This can most plausibly be put down to a deficit of just those formal attributes, such as rhyme and meter, that the language poets frequently denounce as at best mere relics of an antiquated verse tradition and at worst a means of inducing compliance with the norms of bourgeois subjectivity. On the contrary, I’d say: it is just those formal attributes that best, most effectively and durably exemplify poetry’s power of resistance to ideological conditioning, whether by the sometimes restrictive effects of first-person (e.g., lyric) individualism or—more to the point here—by the subject’s proclaimed dissolution into a multitude of intertextual discourses, codes and conventions. Hence the feeling of linguistic inertness in so much language-poetry and the impression it gives of endlessly announcing but never remotely achieving that revolution of the bourgeois signifying order first envisaged a full half-century ago by the left wing of French structuralist poetics (see for instance Belsey 1980; Kristeva 1984; Young 1981). My verse-essay about Mallarmé is relevant here since it reflects on the various sources of a double and co-implicated movement of thought, one that starts from Mallarmé’s diagnosis of a ‘crisis’ ([1986] (2010) afflicting the high culture of nineteenth-century French classicism and presages the increasing permeability of any generic boundary between poetry and theory, along with the erosion of those formal features that once underwrote (albeit in historically and culturally variable ways) that same distinction. Hence the current anti-formalist bias and, closely allied to that, the prejudice against any poetry that argues a case as distinct from deploying symbolist-approved modes of oblique, evocative, highly metaphoric, non-discursive, analogical, non-consecutive, spatially conceived, and hence maximally non-prosaic language.

However what this attitude gives to poetry in terms of expanded creative-imaginative horizons it promptly takes away in terms of formal resources and capacity to earn its keep as a discourse of reasoned dialogical exchange. The precedents again go a long way back, to the English Romantics at least, although it wasn’t until recent times that the idea of radically re-jigging the poetry/prose dichotomy was translated from the realm of generalised precept to poetic practice. Thus Wordsworth ([1800]) 1991) said that the relevant distinction was that between poetry and science, not poetry and prose, while Shelley ([1821] 2001)—with larger territorial aims in view—said that all major thinkers, discoverers, reformers, scientists and other visionary types should properly be accorded the title of poet. Yet neither of them, even Wordsworth in the prosier parts of Lyrical Ballads, went so far as to draw the inverse corollary of this and remove even those vestiges of rhyme and meter that remained of the old (now despised) eighteenth-century ‘poetic diction’. That was left to the avatars of twentieth-century modernism and its various, often to begin with academically sponsored but nowadays far more widespread and popular manifestations.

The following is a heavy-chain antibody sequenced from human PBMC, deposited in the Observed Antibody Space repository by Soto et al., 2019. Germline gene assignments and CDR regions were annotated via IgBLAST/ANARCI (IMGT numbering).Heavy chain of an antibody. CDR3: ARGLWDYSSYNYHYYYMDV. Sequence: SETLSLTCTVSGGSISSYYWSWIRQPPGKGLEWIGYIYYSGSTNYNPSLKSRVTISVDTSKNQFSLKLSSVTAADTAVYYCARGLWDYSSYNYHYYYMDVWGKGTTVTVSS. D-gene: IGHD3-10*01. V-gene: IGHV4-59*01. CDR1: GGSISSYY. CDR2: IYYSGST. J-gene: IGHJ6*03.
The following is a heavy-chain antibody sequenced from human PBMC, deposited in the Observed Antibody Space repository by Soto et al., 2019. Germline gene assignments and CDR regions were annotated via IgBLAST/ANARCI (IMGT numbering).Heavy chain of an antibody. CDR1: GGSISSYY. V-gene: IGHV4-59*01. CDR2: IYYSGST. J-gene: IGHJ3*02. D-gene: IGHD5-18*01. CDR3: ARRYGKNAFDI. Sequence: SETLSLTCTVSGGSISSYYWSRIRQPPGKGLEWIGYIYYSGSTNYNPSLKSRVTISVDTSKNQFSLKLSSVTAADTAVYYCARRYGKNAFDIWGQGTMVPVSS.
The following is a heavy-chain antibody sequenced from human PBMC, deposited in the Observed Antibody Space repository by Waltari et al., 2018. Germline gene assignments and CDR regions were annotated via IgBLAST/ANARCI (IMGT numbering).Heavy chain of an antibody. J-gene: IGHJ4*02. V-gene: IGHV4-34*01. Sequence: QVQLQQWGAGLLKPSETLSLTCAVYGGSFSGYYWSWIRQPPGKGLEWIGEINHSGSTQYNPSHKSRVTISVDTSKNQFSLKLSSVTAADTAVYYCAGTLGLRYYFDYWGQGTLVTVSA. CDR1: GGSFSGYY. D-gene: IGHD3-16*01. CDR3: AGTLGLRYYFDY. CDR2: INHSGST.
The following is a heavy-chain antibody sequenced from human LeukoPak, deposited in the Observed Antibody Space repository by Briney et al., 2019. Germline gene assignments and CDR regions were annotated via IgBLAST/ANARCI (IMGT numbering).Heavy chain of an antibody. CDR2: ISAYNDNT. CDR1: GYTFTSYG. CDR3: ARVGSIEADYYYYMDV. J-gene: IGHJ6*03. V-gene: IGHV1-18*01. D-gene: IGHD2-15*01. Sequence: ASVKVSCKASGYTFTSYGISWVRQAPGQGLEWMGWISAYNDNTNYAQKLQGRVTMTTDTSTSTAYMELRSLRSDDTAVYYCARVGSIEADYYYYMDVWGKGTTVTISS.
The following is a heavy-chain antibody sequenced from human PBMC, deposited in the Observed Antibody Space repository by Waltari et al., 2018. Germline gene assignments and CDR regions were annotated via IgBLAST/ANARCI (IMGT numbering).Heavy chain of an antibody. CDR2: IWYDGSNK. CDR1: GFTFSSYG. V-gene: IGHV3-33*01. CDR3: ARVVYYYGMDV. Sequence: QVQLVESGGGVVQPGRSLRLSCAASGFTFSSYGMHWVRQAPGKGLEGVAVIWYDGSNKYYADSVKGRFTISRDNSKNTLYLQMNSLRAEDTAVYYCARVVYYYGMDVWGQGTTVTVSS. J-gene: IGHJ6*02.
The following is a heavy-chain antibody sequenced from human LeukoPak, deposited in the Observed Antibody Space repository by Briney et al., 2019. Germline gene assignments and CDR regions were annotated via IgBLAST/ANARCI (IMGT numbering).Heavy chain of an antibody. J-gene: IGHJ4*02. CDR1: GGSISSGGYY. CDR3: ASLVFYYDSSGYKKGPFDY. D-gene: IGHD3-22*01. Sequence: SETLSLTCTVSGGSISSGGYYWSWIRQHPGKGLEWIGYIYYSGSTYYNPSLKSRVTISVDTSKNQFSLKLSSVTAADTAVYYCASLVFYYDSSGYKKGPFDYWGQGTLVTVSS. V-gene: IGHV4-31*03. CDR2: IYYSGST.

Anti-formalism has had yet further harmful effects. One has been the regrettable division of labour between literary theorists working in self-conceived vanguard movements like post-structuralism or deconstruction and scholar-critics of a more traditional, often philological bent with a primary interest in prosody, metrics, stylistics, structuralist poetics, and genre-theory. (To be sure there are those, like Derek Attridge [1995; 2013], who refuse that division and pursue both projects with notable success.) Meanwhile a good deal of recent poetry—including, non-coincidentally, some of the work most favoured by university-based critics—continues to make a point, even a chief virtue, of its indifference to such presumptively obsolete concerns. Moreover one gets the impression that a main requirement for any poem appearing in some metropolitan literary journals is that it bear no formal marks of being a poem except those of having an unaligned right-hand margin and, very often, a looser grammatical (not to mention thematic and argumentative) structure than one expects of decent prose. It seems to me that this has often gone along with a sizeable and uncompensated loss of those manifold expressive, technical, and (not least) philosophical-reflective resources that are there to be had from rhyme and meter. Anti-formalism and pan-textualism can perhaps be seen as flipsides of the same post-Romantic coin, a coupling that I think has a lot to answer for in terms of current poetic and literary-critical practice.


Mallarmé (‘A cast of dice . . . . ’)

This is a poem about Mallarmé’s symbolist poetics with an eye both to its formal innovations in verse-technique—his response to the ‘crisis’ he perceived as afflicting the classical tradition of French poetry—and to the themes of chance and necessity evoked most suggestively in Un coup de d és. Seeing no future in anything like the traditional rhyme-schemes and metrical forms which had entered that presumptive state of crisis Mallarmé set out to create a poetry of visual, spatial, and (perhaps) ultimately mystic-numerical import that would break with all such precedent. This would bring about the conditions for an epochal advance in the currently stalled unfolding of poetry’s formal possibilities and expressive scope. Moreover it would show by such means how certain kinds of highly disciplined poetic creation—or certain modes of highly wrought analogical thought—might demonstrate (as promised in the poem’s opening line) that ‘a cast of dice will never abolish chance’.